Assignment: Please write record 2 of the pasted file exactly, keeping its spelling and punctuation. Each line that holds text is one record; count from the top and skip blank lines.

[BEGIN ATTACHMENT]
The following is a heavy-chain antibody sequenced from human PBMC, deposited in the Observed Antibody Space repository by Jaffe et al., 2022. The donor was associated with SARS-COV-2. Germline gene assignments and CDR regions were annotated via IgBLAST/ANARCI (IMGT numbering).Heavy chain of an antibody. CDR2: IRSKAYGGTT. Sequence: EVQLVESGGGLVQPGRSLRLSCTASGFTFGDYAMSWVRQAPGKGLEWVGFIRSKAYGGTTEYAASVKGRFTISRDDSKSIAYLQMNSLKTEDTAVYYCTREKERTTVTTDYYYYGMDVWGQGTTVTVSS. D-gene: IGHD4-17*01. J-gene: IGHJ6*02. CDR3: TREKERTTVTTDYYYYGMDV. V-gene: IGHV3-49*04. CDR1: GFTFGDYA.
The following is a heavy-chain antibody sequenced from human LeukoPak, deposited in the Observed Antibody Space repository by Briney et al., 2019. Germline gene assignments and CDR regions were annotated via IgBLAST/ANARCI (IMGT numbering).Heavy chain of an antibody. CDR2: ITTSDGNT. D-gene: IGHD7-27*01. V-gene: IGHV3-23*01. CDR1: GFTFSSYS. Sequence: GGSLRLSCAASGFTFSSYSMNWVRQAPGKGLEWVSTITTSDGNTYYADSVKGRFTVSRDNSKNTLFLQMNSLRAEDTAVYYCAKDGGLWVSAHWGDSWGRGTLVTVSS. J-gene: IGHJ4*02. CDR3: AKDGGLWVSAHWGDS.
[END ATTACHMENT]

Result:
The following is a heavy-chain antibody sequenced from human LeukoPak, deposited in the Observed Antibody Space repository by Briney et al., 2019. Germline gene assignments and CDR regions were annotated via IgBLAST/ANARCI (IMGT numbering).Heavy chain of an antibody. CDR2: ITTSDGNT. D-gene: IGHD7-27*01. V-gene: IGHV3-23*01. CDR1: GFTFSSYS. Sequence: GGSLRLSCAASGFTFSSYSMNWVRQAPGKGLEWVSTITTSDGNTYYADSVKGRFTVSRDNSKNTLFLQMNSLRAEDTAVYYCAKDGGLWVSAHWGDSWGRGTLVTVSS. J-gene: IGHJ4*02. CDR3: AKDGGLWVSAHWGDS.